Iron ore sinks below $100 on grim China demand outlook
Dalian and Singapore iron ore futures tumbled below $100 on Friday on heightened fears over waning demand for steel, as China’s economy faltered in the second quarter and a crisis in its property sector appeared to be worsening.
Top steel producer and iron ore consumer China’s economy contracted by a worse-than-expected 2.6% in the second quarter from the previous quarter due to COVID lockdowns.
The most-traded September iron ore on China’s Dalian Commodity Exchange DCIOcv1 was down 10% at 645 yuan ($95.32) a tonne at the end of daytime trade, after earlier hitting 641.50 yuan, its lowest since Dec. 15.
It has fallen 13.3% this week, the steepest drop since mid-Feb.
On the Singapore Exchange, the front-month August contract for the steelmaking ingredient SZZFQ2 dropped 4% to a session-low $96.25 a tonne, its weakest since November, putting it on track for a weekly loss of more than 11%.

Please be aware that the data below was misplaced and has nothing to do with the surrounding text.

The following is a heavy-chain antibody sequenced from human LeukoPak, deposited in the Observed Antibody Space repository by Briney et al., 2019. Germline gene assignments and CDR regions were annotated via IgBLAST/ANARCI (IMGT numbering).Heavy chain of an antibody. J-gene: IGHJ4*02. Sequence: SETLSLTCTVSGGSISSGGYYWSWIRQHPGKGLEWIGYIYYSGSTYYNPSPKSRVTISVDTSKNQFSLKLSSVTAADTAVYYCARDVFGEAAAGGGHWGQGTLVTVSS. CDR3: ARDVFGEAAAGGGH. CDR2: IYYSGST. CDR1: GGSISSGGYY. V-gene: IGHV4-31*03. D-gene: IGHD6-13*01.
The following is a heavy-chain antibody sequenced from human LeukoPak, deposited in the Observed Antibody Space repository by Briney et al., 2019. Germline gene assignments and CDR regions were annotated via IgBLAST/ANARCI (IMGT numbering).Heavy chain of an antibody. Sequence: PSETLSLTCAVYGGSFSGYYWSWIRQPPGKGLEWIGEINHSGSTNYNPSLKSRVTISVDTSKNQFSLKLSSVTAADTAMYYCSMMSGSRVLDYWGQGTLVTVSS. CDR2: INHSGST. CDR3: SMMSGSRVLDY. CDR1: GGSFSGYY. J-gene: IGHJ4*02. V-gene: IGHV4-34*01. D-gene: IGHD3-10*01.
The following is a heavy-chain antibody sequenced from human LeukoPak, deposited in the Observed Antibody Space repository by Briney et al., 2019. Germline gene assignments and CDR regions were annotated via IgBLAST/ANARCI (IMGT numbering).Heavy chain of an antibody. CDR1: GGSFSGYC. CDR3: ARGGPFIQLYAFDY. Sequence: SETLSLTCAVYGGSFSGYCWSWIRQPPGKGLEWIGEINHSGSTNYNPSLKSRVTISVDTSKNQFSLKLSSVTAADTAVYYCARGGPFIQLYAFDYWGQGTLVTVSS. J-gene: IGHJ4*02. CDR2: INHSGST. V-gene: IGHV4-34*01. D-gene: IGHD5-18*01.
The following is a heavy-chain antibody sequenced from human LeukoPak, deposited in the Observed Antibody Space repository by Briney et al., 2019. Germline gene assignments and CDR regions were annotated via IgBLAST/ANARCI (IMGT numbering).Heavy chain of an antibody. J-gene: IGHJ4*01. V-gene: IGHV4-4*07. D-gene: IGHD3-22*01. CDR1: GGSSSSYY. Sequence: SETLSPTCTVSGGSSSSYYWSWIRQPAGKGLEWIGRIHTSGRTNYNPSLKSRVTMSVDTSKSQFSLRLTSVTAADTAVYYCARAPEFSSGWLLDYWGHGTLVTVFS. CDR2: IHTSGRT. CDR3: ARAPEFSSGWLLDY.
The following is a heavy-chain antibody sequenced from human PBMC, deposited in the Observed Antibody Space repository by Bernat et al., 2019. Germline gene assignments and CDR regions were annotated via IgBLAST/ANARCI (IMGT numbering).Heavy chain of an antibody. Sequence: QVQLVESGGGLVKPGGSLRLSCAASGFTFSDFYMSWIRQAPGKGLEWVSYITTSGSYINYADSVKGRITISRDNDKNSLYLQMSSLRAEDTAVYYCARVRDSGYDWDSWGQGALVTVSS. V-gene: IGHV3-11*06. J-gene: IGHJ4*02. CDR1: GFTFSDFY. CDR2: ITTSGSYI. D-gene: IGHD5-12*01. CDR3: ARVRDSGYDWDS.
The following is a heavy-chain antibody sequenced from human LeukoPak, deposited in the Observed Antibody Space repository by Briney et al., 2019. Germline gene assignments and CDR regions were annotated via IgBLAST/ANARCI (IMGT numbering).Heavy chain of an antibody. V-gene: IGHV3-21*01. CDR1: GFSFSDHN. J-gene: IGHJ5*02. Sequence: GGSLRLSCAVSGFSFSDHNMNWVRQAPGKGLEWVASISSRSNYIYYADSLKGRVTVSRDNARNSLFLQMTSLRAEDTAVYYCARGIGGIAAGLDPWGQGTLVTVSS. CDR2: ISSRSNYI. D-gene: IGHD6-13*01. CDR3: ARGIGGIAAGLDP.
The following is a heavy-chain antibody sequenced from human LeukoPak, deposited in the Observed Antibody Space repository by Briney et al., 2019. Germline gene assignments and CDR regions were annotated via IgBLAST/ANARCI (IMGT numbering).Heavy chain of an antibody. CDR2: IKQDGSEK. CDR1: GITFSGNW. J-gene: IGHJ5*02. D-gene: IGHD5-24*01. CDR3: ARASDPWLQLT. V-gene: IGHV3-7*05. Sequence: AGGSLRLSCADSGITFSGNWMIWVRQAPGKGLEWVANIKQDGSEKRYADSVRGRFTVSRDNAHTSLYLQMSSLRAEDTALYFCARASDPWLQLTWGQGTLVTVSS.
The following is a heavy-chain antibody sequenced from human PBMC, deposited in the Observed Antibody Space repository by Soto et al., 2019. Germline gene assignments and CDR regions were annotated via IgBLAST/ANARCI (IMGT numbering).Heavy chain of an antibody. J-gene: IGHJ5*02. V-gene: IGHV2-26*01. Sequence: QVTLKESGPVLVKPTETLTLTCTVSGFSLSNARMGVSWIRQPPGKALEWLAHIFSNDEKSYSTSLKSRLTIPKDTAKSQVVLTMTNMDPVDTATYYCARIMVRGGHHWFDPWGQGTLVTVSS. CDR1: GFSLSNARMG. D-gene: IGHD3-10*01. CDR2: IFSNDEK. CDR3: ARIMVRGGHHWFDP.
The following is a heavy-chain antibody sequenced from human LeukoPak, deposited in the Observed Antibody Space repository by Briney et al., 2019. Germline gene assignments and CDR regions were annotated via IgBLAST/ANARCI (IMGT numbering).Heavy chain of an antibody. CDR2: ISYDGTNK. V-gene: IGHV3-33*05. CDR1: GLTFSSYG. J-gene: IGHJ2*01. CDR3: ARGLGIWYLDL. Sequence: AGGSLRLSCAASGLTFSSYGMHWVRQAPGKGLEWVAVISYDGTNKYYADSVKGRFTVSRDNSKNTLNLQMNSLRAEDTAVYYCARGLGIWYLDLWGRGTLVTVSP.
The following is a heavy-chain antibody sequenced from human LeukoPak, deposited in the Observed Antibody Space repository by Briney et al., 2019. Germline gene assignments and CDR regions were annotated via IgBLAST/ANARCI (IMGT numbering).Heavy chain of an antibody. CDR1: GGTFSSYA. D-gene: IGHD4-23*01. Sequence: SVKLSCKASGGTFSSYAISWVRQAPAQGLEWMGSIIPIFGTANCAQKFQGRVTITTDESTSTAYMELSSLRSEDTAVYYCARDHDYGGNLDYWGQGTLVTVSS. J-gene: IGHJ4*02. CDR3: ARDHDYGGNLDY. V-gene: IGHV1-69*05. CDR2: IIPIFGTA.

Mirroring weakness in iron ore demand, China’s crude steel output fell 3.3% in June compared with a year earlier, and was down 6% from May.
Chinese steel producers are cutting back on output to help curb emissions and with margins squeezed by weak demand, clouding prospects for an immediate rebound in consumption of steelmaking ingredients.
They are also facing more headwinds with bad weather, COVID curbs, and an ongoing crisis in the property sector.
Chinese banks are set to take a hit to asset quality from mortgage business as growing numbers of homebuyers threaten to stop loan repayments to protest against unfinished apartments, adding to woes for the property sector.
“We believe government needs to intervene decisively and swiftly in order to stabilize property and capital market sentiment,” J.P.Morgan analysts said in a note.
Rebar SRBcv1 on the Shanghai Futures Exchange slumped 7.2%, while hot-rolled coil SHHCcv1 tumbled 7.3%. Stainless steel SHSScv1 shed 4.2%.
Dalian coking coal DJMcv1 dropped 7.3% and coke DCJcv1 lost 2.9%.
Source: Reuters (Reporting by Enrico Dela Cruz in Manila; Editing by Amy Caren Daniel and Sherry Jacob-Phillips)